2. The thyroid gland is vulnerable to toxins.
Many known environmental disrupters such as heavy metals, pesticides and plastic compounds promote goiter activity and can wreak havoc on the thyroid. Think twice before eating foods sprayed with pesticides and using plastics- it might hurt your thyroid.
3. Medications can disrupt thyroid hormone metabolism.
Thyroid physiology is vulnerable to cross-reactions with many medications including anti-inflammatory medications, antibiotics, antidepressants, cholesterol-lowering medications, antacids, pain medications, and diabetes medications. Talk to your doctor about the potential side effects that your prescription medications can have on your thyroid.
4. Thyroid hormones influence the immune system.
Thyroid hormones exhibit influences on cellular messenger systems that affect T and B cell activity, cell death, and many other immune system functions. Think about your thyroid the next time that you are fighting a cold--it’s fighting with you! Make sure that your Vitamin D levels are optimal, as vitamin D is one of the main regulators of a healthy immune system.
5. Many vitamins and minerals are necessary for proper thyroid metabolism.
Vitamin A, selenium, the B vitamins, iodine, and vitamin D, and zincare some of the vitamins and minerals that are necessary to ensure healthy thyroid function. To optimize your thyroid’s health make sure that you eat a balanced diet that includes the vitamins and minerals needed to keep the thyroid in tip-top shape.
By: Dr. Alejandra Carrasco
According to World Health Organization, glaucoma is the second leading cause of blindness in the world. What is this “silent” eye disease? Glaucoma happens when the major nerve of vision, known as the optic nerve is damaged, most commonly by elevated pressure (intraocular pressure) in the eye or poor regulation of blood flow to the optic nerve. It is often progressive, and if left undiagnosed or untreated, can lead to blindness.
Glaucoma is called “the sneak thief of sight,” because it often has no symptoms until there is irreversible vision loss. This makes it the leading cause of blindness worldwide, affecting approximately 65 million people, according to the World Health Organization. Although it can be clinically managed, there is no cure for glaucoma.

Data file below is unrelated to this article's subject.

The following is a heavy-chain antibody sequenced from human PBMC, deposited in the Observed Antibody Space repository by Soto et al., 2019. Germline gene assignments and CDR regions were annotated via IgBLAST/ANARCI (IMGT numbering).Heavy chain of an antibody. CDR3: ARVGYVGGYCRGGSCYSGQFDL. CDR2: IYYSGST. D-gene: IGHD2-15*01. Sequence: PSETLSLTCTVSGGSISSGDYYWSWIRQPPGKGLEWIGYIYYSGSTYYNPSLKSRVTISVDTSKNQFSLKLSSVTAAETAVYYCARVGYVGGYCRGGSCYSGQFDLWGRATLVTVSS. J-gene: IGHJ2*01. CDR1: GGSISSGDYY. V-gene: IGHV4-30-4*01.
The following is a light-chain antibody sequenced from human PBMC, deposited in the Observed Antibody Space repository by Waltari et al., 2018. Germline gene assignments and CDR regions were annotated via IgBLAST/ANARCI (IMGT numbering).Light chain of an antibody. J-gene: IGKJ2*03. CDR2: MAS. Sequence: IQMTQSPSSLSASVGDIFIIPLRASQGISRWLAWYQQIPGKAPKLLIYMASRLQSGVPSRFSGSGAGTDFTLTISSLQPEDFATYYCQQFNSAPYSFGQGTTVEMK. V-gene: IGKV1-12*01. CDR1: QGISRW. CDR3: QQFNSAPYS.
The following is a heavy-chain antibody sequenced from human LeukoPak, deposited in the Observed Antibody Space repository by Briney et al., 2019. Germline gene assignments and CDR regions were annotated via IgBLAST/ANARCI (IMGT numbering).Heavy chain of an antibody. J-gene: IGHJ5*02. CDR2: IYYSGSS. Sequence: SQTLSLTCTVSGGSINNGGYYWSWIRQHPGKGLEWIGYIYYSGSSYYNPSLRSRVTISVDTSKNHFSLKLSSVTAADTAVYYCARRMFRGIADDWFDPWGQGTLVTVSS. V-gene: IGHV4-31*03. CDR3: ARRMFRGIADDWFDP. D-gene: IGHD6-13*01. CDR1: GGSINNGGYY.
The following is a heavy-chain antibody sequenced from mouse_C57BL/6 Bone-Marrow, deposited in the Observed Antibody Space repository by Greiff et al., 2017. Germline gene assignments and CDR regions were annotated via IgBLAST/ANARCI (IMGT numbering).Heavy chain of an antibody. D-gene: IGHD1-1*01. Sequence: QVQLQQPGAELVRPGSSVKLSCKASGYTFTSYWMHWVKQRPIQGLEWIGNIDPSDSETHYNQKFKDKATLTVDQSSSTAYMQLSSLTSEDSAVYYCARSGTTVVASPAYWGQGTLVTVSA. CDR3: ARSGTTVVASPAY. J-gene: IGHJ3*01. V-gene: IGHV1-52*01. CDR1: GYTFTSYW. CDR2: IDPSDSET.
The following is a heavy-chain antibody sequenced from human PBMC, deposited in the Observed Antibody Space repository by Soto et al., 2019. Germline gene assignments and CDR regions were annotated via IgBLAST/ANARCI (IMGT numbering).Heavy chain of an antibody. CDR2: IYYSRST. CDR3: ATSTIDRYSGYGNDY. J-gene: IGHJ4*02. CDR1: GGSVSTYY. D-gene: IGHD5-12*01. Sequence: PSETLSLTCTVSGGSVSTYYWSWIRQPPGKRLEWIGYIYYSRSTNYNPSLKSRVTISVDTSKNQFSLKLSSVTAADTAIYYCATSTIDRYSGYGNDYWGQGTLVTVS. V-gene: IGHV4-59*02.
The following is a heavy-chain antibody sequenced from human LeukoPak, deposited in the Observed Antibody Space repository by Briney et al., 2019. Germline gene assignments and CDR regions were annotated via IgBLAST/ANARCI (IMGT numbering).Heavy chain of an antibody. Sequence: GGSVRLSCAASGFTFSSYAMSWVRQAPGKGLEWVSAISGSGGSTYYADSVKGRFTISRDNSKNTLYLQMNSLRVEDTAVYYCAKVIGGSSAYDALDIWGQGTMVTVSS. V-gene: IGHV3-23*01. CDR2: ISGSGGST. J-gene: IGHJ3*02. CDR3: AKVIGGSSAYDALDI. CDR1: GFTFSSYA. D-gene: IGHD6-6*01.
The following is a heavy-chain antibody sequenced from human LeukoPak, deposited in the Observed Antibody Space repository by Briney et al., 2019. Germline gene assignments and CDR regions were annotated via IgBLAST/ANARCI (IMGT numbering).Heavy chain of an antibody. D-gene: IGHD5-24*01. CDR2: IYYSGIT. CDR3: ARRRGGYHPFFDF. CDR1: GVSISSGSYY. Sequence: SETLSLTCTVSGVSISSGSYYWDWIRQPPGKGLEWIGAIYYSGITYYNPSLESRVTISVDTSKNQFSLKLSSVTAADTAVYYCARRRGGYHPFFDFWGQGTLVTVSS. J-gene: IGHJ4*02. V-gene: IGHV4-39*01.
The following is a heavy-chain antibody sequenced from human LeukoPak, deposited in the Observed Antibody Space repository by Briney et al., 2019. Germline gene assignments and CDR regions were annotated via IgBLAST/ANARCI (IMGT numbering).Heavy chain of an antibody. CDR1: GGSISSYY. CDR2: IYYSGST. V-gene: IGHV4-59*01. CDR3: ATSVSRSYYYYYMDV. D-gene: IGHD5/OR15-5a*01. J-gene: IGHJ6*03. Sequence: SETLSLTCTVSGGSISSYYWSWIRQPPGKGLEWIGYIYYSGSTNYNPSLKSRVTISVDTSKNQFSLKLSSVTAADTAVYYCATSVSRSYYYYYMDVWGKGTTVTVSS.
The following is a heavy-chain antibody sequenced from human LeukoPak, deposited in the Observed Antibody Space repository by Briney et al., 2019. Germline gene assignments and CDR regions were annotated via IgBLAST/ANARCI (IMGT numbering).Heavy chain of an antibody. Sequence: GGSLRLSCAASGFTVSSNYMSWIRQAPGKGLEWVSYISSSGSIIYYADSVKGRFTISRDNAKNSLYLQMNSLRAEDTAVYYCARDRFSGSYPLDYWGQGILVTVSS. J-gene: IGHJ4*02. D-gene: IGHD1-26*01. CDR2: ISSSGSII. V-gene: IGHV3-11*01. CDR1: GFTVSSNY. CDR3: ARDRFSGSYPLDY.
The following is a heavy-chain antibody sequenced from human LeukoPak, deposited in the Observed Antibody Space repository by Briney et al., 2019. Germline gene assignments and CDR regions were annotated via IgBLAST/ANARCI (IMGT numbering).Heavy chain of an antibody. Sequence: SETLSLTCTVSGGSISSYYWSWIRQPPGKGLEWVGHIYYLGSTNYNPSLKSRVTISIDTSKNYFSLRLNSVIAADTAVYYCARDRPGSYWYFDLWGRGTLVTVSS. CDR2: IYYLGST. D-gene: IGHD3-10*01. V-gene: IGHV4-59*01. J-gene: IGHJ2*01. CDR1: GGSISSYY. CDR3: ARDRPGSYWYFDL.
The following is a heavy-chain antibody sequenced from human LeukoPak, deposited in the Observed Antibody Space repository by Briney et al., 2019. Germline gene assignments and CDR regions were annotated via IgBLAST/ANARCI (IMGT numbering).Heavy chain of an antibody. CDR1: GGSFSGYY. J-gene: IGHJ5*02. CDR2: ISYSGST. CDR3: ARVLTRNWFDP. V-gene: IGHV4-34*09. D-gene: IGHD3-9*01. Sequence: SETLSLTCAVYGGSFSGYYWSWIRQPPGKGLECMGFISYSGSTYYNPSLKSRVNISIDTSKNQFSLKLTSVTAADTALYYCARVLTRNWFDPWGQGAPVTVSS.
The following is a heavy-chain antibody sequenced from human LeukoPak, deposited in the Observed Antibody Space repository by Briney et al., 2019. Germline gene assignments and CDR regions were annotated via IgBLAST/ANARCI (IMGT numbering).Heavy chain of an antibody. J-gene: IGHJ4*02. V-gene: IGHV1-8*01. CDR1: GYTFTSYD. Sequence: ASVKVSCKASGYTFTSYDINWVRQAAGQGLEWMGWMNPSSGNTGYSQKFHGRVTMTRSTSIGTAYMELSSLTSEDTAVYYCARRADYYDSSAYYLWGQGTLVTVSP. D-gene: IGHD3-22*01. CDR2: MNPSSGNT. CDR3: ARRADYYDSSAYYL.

Causes and Cures
Many factors can contribute to glaucoma. High levels of stress can reduce oxygen in the blood stream, reducing the eyes’ ability to revolve eye fluids, resulting in increased pressure. Other factors include nutritional deficiencies, digestive disorder, heredity, and extreme nearsightedness or farsightedness.
Unfortunately, there is no cure yet for glaucoma. Medication and surgery can stop further loss of vision, but since glaucoma is a chronic condition, it needs constant monitoring. However, there are some eye exercises that are useful in preventing the gradual degeneration of this eye condition. Most of these exercises focus on reducing tension to the eye muscles and encouraging oxygen supply to relieve pressure
Used to reduce stress around the eyes, the exercise involves using your palm to diffuse stress, relax the muscles around the eyes and induce circulation to the eyes.
Place the palm of your left hand over your left eye, with the hollow of the palm directly over the eye but not touching it. The heel of your palm should be resting on your cheekbone. Do the same for the right palm. Breathe and relax. This gives your eyes the opportunity to relax. Do this for 3 minutes and it can be repeated anytime you feel a stress coming.
Figure of EightsBy tracing an imaginary figure of eight (the horizontal version, like the infinity sign), approximately 10 feet from you, this exercise increases the flexibility of your eyes while relaxing the eye muscles. Trace the figure with your eyes without moving your head, first in one direction, then in another. Remember to breathe, relax, and blink from time to time to help your eyes relax.
Use your fingers to massage crucial points around your eyes to relax eye muscles—not unlike acupuncture philosophy. Simply place thumb below eyebrow and above the inside corners of your eyes and allow your four fingers to rest on your forehead. Using light pressure, press thumb into the point and hold for 4 breaths.
Use thumb and index finger to massage the bridge of your nose. Glide your thumb and finger along your nose, upward motion with some light pressure. Press and squeeze for 4 breaths.
Next, place middle finger on your cheek bone, directly below the middle of your eye. Massage the center part of your cheek for 4 breaths.
You can do these exercises at separate times or you can simply graft them into your daily activities.
But perhaps the best exercise you can do for Glaucoma is an active lifestyle involving some form of physical exercise. In particular, aerobic exercises have shown some success in lowering intraocular pressure in some short-term studies. Logic? Exercises improve blood flow to retina and optic nerve. What kinds of exercises fall into this category? Any exercise that raises pulse rate by 20 to 25% and that includes a variety: a brisk 20 minute walk, swimming laps, shooting balls. Exercise at least 4 times a week.